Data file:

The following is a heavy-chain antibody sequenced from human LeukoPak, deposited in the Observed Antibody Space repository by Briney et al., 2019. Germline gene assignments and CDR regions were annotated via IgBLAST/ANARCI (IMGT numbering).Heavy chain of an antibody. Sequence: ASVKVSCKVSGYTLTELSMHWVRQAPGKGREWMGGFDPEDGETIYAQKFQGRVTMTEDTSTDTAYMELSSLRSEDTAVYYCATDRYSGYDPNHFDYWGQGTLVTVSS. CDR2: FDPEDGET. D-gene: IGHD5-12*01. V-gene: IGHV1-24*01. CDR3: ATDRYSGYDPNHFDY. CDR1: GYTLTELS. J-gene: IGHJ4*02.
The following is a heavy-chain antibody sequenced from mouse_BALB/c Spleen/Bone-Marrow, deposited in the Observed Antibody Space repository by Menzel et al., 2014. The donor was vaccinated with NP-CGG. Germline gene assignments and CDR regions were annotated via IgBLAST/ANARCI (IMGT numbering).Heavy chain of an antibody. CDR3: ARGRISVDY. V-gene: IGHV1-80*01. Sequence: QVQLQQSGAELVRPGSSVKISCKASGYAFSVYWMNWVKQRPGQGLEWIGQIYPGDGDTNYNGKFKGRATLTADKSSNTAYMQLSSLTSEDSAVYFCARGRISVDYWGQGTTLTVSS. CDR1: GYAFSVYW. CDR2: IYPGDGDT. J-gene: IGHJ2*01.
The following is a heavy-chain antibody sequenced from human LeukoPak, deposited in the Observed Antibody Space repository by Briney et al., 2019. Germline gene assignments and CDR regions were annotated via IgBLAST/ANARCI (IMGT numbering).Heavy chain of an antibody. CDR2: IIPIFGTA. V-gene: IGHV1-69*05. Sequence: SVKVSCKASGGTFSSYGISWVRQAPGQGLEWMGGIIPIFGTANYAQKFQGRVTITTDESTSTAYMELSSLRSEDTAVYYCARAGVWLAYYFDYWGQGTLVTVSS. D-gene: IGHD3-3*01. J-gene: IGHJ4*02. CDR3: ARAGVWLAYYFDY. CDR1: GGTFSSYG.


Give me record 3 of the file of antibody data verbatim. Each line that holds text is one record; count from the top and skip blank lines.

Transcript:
The following is a heavy-chain antibody sequenced from human LeukoPak, deposited in the Observed Antibody Space repository by Briney et al., 2019. Germline gene assignments and CDR regions were annotated via IgBLAST/ANARCI (IMGT numbering).Heavy chain of an antibody. CDR2: IIPIFGTA. V-gene: IGHV1-69*05. Sequence: SVKVSCKASGGTFSSYGISWVRQAPGQGLEWMGGIIPIFGTANYAQKFQGRVTITTDESTSTAYMELSSLRSEDTAVYYCARAGVWLAYYFDYWGQGTLVTVSS. D-gene: IGHD3-3*01. J-gene: IGHJ4*02. CDR3: ARAGVWLAYYFDY. CDR1: GGTFSSYG.